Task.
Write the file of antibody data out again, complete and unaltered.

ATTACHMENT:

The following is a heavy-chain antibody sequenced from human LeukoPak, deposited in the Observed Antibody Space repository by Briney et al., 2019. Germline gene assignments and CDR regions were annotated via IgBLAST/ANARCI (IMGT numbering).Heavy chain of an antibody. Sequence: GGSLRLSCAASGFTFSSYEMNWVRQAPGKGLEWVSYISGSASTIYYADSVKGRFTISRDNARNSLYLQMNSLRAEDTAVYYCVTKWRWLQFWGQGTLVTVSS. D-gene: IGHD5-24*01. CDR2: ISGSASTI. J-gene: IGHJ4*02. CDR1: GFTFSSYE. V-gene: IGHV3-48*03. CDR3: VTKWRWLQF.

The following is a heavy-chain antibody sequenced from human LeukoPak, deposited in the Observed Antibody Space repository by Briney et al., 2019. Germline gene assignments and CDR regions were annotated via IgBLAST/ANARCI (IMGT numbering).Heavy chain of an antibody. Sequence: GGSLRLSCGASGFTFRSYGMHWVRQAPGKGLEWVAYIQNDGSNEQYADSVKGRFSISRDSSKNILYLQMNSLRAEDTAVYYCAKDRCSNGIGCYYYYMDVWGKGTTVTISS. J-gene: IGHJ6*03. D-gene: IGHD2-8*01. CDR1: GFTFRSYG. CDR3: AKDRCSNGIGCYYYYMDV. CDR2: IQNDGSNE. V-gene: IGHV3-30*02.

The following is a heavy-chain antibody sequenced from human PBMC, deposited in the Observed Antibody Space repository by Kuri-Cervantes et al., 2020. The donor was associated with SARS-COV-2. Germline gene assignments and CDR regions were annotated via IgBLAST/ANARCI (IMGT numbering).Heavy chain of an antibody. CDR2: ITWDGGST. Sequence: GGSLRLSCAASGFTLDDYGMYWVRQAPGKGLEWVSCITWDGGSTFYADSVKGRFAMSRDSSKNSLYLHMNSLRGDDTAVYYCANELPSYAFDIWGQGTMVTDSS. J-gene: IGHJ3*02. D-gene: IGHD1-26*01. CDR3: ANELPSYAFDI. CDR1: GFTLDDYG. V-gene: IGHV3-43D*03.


The following is a heavy-chain antibody sequenced from human LeukoPak, deposited in the Observed Antibody Space repository by Briney et al., 2019. Germline gene assignments and CDR regions were annotated via IgBLAST/ANARCI (IMGT numbering).Heavy chain of an antibody. Sequence: GGSLRLSCAASGFTFSSYEMNWVRQAPGKGLEWVSYISGSASTIYYADSVKGRFTISRDNARNSLYLQMNSLRAEDTAVYYCVTKWRWLQFWGQGTLVTVSS. D-gene: IGHD5-24*01. CDR2: ISGSASTI. J-gene: IGHJ4*02. CDR1: GFTFSSYE. V-gene: IGHV3-48*03. CDR3: VTKWRWLQF.

The following is a heavy-chain antibody sequenced from human LeukoPak, deposited in the Observed Antibody Space repository by Briney et al., 2019. Germline gene assignments and CDR regions were annotated via IgBLAST/ANARCI (IMGT numbering).Heavy chain of an antibody. Sequence: GGSLRLSCGASGFTFRSYGMHWVRQAPGKGLEWVAYIQNDGSNEQYADSVKGRFSISRDSSKNILYLQMNSLRAEDTAVYYCAKDRCSNGIGCYYYYMDVWGKGTTVTISS. J-gene: IGHJ6*03. D-gene: IGHD2-8*01. CDR1: GFTFRSYG. CDR3: AKDRCSNGIGCYYYYMDV. CDR2: IQNDGSNE. V-gene: IGHV3-30*02.

The following is a heavy-chain antibody sequenced from human PBMC, deposited in the Observed Antibody Space repository by Kuri-Cervantes et al., 2020. The donor was associated with SARS-COV-2. Germline gene assignments and CDR regions were annotated via IgBLAST/ANARCI (IMGT numbering).Heavy chain of an antibody. CDR2: ITWDGGST. Sequence: GGSLRLSCAASGFTLDDYGMYWVRQAPGKGLEWVSCITWDGGSTFYADSVKGRFAMSRDSSKNSLYLHMNSLRGDDTAVYYCANELPSYAFDIWGQGTMVTDSS. J-gene: IGHJ3*02. D-gene: IGHD1-26*01. CDR3: ANELPSYAFDI. CDR1: GFTLDDYG. V-gene: IGHV3-43D*03.